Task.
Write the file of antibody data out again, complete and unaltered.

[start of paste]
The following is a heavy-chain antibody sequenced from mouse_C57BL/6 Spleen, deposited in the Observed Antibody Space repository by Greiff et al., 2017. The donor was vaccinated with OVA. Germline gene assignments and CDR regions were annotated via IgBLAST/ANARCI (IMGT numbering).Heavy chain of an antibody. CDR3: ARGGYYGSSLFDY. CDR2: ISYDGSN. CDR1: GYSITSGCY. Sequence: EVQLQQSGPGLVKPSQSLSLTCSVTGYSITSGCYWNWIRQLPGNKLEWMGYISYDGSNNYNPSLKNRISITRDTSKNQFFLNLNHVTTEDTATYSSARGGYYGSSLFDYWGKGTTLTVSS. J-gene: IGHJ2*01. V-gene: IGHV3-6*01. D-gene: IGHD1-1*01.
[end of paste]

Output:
The following is a heavy-chain antibody sequenced from mouse_C57BL/6 Spleen, deposited in the Observed Antibody Space repository by Greiff et al., 2017. The donor was vaccinated with OVA. Germline gene assignments and CDR regions were annotated via IgBLAST/ANARCI (IMGT numbering).Heavy chain of an antibody. CDR3: ARGGYYGSSLFDY. CDR2: ISYDGSN. CDR1: GYSITSGCY. Sequence: EVQLQQSGPGLVKPSQSLSLTCSVTGYSITSGCYWNWIRQLPGNKLEWMGYISYDGSNNYNPSLKNRISITRDTSKNQFFLNLNHVTTEDTATYSSARGGYYGSSLFDYWGKGTTLTVSS. J-gene: IGHJ2*01. V-gene: IGHV3-6*01. D-gene: IGHD1-1*01.